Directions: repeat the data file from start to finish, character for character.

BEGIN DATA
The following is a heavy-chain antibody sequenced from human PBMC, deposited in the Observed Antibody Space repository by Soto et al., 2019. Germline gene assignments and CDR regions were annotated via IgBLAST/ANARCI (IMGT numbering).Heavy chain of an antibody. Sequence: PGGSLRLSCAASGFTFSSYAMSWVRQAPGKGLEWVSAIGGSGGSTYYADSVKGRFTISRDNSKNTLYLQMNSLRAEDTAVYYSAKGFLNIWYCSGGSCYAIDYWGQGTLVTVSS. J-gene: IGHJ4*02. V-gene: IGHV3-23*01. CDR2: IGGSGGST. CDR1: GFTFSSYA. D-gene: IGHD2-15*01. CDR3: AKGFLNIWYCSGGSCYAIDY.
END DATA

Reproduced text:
The following is a heavy-chain antibody sequenced from human PBMC, deposited in the Observed Antibody Space repository by Soto et al., 2019. Germline gene assignments and CDR regions were annotated via IgBLAST/ANARCI (IMGT numbering).Heavy chain of an antibody. Sequence: PGGSLRLSCAASGFTFSSYAMSWVRQAPGKGLEWVSAIGGSGGSTYYADSVKGRFTISRDNSKNTLYLQMNSLRAEDTAVYYSAKGFLNIWYCSGGSCYAIDYWGQGTLVTVSS. J-gene: IGHJ4*02. V-gene: IGHV3-23*01. CDR2: IGGSGGST. CDR1: GFTFSSYA. D-gene: IGHD2-15*01. CDR3: AKGFLNIWYCSGGSCYAIDY.